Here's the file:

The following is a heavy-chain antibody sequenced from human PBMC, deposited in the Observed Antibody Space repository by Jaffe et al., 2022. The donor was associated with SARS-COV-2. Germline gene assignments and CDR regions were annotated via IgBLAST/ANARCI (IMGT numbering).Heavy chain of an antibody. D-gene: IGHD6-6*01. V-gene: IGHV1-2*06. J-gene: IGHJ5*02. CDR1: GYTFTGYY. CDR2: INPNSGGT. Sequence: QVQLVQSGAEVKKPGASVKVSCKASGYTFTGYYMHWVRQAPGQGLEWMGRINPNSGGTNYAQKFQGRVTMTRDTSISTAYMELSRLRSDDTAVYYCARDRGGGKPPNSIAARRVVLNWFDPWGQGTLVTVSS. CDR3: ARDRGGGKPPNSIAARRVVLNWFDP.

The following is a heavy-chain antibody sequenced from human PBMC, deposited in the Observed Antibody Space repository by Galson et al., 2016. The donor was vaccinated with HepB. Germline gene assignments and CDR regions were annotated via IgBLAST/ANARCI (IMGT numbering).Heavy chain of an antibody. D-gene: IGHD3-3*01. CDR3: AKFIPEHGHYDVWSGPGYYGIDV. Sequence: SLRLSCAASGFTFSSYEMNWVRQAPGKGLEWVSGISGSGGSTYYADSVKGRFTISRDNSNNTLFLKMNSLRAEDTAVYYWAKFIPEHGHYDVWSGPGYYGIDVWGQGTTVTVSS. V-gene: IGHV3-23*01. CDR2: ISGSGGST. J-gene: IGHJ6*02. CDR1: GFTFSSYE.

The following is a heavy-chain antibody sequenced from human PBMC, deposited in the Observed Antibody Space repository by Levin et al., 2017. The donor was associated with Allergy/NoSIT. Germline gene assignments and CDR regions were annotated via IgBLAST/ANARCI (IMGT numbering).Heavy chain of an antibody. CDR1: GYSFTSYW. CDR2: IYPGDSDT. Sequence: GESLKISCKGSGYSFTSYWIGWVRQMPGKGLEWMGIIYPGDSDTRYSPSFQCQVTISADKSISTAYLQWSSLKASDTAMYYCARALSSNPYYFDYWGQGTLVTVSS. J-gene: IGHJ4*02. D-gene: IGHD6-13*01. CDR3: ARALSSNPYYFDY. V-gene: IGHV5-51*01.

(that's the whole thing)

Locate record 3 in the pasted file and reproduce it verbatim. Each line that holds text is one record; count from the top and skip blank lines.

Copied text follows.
The following is a heavy-chain antibody sequenced from human PBMC, deposited in the Observed Antibody Space repository by Levin et al., 2017. The donor was associated with Allergy/NoSIT. Germline gene assignments and CDR regions were annotated via IgBLAST/ANARCI (IMGT numbering).Heavy chain of an antibody. CDR1: GYSFTSYW. CDR2: IYPGDSDT. Sequence: GESLKISCKGSGYSFTSYWIGWVRQMPGKGLEWMGIIYPGDSDTRYSPSFQCQVTISADKSISTAYLQWSSLKASDTAMYYCARALSSNPYYFDYWGQGTLVTVSS. J-gene: IGHJ4*02. D-gene: IGHD6-13*01. CDR3: ARALSSNPYYFDY. V-gene: IGHV5-51*01.